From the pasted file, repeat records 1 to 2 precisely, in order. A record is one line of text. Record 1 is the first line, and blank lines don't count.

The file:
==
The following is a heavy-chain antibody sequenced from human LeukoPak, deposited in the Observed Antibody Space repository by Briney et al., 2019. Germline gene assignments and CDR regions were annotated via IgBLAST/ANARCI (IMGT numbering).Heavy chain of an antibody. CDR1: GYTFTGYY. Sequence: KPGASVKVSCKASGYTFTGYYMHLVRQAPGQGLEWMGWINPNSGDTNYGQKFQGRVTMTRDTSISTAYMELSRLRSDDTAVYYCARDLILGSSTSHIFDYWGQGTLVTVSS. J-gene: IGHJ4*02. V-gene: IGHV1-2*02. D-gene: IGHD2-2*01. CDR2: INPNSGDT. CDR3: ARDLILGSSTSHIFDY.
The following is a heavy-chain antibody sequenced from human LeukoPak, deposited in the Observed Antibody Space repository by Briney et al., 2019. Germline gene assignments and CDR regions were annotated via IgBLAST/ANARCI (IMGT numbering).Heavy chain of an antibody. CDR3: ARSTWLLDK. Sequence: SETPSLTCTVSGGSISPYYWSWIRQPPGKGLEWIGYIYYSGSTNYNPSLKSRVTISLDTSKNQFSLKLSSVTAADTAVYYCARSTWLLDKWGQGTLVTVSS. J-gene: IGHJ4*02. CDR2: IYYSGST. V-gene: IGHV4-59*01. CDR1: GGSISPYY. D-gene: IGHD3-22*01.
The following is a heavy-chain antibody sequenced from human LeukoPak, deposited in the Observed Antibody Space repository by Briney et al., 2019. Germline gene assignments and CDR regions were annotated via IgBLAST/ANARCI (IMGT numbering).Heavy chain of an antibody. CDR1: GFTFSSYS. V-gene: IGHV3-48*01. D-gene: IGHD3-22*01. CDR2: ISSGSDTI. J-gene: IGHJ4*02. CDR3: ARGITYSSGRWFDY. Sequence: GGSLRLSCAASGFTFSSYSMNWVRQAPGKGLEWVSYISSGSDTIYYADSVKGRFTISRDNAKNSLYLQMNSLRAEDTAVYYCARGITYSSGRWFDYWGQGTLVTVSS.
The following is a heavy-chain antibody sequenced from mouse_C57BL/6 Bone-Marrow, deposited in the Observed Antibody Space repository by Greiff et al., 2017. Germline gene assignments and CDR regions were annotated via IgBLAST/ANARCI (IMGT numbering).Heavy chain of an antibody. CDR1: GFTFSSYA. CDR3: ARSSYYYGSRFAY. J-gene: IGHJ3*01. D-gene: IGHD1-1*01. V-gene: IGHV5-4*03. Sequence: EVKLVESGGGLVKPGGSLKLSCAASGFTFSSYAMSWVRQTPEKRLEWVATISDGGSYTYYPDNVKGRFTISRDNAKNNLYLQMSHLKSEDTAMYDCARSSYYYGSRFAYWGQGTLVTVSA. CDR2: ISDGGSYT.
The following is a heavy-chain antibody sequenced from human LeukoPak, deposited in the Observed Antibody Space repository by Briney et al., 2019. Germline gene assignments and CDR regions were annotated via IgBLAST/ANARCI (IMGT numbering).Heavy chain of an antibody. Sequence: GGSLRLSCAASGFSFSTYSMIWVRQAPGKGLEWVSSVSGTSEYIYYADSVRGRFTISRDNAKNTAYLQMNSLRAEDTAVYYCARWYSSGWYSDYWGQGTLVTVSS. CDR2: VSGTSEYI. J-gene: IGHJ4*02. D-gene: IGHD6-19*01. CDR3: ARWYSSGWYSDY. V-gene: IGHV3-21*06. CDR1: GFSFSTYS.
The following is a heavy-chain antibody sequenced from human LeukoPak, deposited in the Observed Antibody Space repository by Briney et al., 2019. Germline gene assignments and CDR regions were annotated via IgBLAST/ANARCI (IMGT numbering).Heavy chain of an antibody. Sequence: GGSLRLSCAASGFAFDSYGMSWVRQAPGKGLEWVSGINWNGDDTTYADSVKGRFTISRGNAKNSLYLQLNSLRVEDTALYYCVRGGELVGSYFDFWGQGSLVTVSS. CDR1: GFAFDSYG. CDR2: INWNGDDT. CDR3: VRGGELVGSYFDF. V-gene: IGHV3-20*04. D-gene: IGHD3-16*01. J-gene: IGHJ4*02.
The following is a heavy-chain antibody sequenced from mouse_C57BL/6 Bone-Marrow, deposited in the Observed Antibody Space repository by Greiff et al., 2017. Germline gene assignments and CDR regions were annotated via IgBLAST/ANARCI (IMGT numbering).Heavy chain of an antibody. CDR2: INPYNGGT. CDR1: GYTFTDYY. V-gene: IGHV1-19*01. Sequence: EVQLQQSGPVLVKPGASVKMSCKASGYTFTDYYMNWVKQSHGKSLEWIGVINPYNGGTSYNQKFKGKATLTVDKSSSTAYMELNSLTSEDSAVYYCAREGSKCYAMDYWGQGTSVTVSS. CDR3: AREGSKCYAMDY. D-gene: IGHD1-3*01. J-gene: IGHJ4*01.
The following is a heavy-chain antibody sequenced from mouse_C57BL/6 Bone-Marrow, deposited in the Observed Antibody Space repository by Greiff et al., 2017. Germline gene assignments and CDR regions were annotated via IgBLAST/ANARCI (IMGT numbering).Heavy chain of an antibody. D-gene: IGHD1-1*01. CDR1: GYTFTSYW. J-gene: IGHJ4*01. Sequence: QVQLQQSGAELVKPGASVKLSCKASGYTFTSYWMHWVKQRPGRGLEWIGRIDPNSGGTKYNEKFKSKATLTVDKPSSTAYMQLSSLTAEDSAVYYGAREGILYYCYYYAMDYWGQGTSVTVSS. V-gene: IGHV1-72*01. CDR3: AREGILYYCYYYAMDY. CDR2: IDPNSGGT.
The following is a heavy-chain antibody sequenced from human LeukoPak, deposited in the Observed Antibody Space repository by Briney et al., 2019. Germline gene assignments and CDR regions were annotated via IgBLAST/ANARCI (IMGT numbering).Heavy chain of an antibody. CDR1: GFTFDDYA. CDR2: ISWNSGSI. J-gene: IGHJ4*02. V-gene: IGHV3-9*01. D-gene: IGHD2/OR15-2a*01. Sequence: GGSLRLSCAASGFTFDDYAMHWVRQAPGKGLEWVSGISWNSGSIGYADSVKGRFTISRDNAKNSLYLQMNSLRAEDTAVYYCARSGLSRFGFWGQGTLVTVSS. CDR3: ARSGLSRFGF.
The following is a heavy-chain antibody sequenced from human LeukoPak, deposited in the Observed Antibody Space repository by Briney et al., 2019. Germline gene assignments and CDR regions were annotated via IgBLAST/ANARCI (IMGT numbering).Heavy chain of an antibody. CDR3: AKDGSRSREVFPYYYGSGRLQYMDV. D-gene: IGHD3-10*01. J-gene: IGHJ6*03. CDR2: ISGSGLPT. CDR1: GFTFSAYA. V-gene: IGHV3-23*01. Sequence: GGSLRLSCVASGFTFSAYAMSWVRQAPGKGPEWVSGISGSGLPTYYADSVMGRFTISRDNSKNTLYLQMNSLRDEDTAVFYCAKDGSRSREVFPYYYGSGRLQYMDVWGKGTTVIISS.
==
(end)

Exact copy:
The following is a heavy-chain antibody sequenced from human LeukoPak, deposited in the Observed Antibody Space repository by Briney et al., 2019. Germline gene assignments and CDR regions were annotated via IgBLAST/ANARCI (IMGT numbering).Heavy chain of an antibody. CDR1: GYTFTGYY. Sequence: KPGASVKVSCKASGYTFTGYYMHLVRQAPGQGLEWMGWINPNSGDTNYGQKFQGRVTMTRDTSISTAYMELSRLRSDDTAVYYCARDLILGSSTSHIFDYWGQGTLVTVSS. J-gene: IGHJ4*02. V-gene: IGHV1-2*02. D-gene: IGHD2-2*01. CDR2: INPNSGDT. CDR3: ARDLILGSSTSHIFDY.
The following is a heavy-chain antibody sequenced from human LeukoPak, deposited in the Observed Antibody Space repository by Briney et al., 2019. Germline gene assignments and CDR regions were annotated via IgBLAST/ANARCI (IMGT numbering).Heavy chain of an antibody. CDR3: ARSTWLLDK. Sequence: SETPSLTCTVSGGSISPYYWSWIRQPPGKGLEWIGYIYYSGSTNYNPSLKSRVTISLDTSKNQFSLKLSSVTAADTAVYYCARSTWLLDKWGQGTLVTVSS. J-gene: IGHJ4*02. CDR2: IYYSGST. V-gene: IGHV4-59*01. CDR1: GGSISPYY. D-gene: IGHD3-22*01.